Commercial browsing by tag


Premises Liability / Earthquake

Saturday, January 29th, 2011

The Acorn Building, reduced to rubble

Who’s to blame for a natural disaster?

PASO ROBLES, CA–On December 22, 2003, around 11:00 a.m., a 6.5 magnitude earthquake struck near San Simeon off the California coast.

The small town of Paso Robles, 25 miles inland, was hardest hit. Its historic downtown saw many injuries and extensive damage.

There were two fatalities. Marilyn Zafuto, 55, and Jennifer Myrick, 19, died as they fled the shaking in Ann’s Dress Shop. When they reached the sidewalk, the building collapsed on them.

The collapsed building had been a local landmark. Built in 1892, it was known as the “Acorn Building” for its distinctive clock tower and acorn-shaped roof line.

Aerial view of the collapsed building

The Acorn Building was owned by the Mastagni family. The elder Mastagnis, Armand and Mary, married in 1946 and raised three childrena as he worked as a dairyman and nurseryman and she ran a dress shop. They acquired the Acorn Building in 1973.

Armand and Mary managed the building together until 1995, when Armand suffered a series of strokes. As Mary took on more responsibilities, the couple established a family trust and transfered the building into the trust. Later, they transfered a 3% interest in the building into a separate trust set up for their three adult children. After Armand died in 1997, Mary became sole manager of the building and signed leases both on behalf of her family trust and on behalf of the children’s trust.

These details of the building’s ownership are of consequence because, when their survivors sued for wrongful death of Zafuto and Myrick, plaintiffs sued Mary, individually, and all the trustees (Mary and the three children).

At trial, plaintiffs argued that defendants were negligent in failing to perform seismic retrofitting of the 1892 brick and mortar building. Beginning in 1989, the city had inventoried unreinforced masonry buildings under its jurisdiction. The city identified the Acorn Building as potentially hazardous and sent a notice to the owners in December 1989.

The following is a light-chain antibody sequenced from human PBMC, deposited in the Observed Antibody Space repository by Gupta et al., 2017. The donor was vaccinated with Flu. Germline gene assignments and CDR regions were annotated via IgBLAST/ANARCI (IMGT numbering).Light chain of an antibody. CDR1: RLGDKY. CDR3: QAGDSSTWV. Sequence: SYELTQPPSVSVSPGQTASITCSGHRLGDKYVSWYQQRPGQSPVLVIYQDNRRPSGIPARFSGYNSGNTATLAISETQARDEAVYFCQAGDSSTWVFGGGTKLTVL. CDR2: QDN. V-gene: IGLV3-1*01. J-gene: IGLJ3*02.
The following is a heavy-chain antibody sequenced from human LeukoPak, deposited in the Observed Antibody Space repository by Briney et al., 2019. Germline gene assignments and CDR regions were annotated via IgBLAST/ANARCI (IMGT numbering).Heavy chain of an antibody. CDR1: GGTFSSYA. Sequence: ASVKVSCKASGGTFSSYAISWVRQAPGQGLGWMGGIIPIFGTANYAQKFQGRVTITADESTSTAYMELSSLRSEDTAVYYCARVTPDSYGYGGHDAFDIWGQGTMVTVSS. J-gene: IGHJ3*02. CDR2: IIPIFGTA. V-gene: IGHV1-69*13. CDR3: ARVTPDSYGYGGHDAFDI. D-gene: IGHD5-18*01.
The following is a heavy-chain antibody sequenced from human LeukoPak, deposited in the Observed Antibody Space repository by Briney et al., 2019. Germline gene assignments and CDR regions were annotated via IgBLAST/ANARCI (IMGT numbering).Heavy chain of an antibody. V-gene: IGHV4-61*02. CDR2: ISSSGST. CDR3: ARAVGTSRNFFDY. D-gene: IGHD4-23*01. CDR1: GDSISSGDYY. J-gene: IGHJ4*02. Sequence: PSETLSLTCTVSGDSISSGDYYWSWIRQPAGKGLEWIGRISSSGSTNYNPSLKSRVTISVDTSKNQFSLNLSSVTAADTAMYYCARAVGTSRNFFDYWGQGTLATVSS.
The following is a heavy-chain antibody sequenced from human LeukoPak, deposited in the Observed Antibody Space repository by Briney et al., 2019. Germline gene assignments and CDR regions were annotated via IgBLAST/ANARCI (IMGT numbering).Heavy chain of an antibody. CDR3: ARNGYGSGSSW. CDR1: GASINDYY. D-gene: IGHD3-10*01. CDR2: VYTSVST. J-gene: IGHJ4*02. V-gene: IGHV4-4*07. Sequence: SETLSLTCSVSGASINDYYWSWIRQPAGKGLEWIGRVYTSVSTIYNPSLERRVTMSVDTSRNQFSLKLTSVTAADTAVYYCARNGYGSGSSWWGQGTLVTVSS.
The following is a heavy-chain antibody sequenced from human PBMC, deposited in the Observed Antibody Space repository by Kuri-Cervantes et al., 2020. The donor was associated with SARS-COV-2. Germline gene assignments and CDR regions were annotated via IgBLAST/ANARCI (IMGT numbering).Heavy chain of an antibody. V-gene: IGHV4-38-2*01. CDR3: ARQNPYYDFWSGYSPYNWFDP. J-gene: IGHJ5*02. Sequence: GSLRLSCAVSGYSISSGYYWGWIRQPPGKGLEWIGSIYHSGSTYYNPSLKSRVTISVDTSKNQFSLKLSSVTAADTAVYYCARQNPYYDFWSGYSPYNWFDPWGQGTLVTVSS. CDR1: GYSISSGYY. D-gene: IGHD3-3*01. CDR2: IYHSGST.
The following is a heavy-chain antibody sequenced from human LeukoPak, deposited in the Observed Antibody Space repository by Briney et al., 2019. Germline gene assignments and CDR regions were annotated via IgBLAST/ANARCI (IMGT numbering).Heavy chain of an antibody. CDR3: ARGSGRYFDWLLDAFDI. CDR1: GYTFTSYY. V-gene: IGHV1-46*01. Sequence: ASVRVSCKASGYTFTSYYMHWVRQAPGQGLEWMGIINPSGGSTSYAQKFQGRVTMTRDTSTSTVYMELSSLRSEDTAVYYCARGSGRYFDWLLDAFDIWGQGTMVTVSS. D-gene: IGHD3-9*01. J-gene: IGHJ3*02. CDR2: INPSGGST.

Later, in 1992, the city passed an ordinance requiring owners of unreinforced masonry buildings to retrofit them to comply with earthquake safety standards. Under the ordinance an owner would have 15 years from the date of official notice to complete the retrofitting. The Mastagnis got their notice in November 1993. The city amended the ordinance in 1998 to extend the deadline for compliance to 2018. The Mastagnis did not perform retrofitting prior to the earthquake.

The jury found for plaintiffs, and awarded $700,000 in the death of Marilyn Zafuto and $1.2 million in the death of Jennifer Myrick. The judgment made each defendant jointly and severally liable as to all damages. The Mastagnis appealed.

On appeal the Mastagnis argued they had not been negligent because retrofitting was not required until 2018. They said the city ordinance represented a balancing of safety, public interest and costs and, as such, it reflected the city’s determination of what was reasonable.

The Court of Appeals disagreed, saying compliance with laws is not a complete defense to a tort action. Instead, the court said, “a statute, ordinance or regulation ordinarily defines a minimum standard of conduct” and does “not preclude a finding that a reasonable person would have taken additional precautions under the circumstances.”

The Acorn Building today, rebuilt and restored as original

The court also disagreed with the Mastagnis’ argument that each defendant should be liable for only a portion of the judgment, based on the jury’s calculation of their degrees of responsibility. For example, the jury found Mary Mastagni individually 30 percent responsible for the deaths, and the trusts 45 percent responsible. But, as the Court noted, the jury also found defendants operated the building as a joint venture and, consistent with partnership law, each partner is jointly and severably liable for partnership obligations, without regard to their partnership interests or, in this case, responsibility.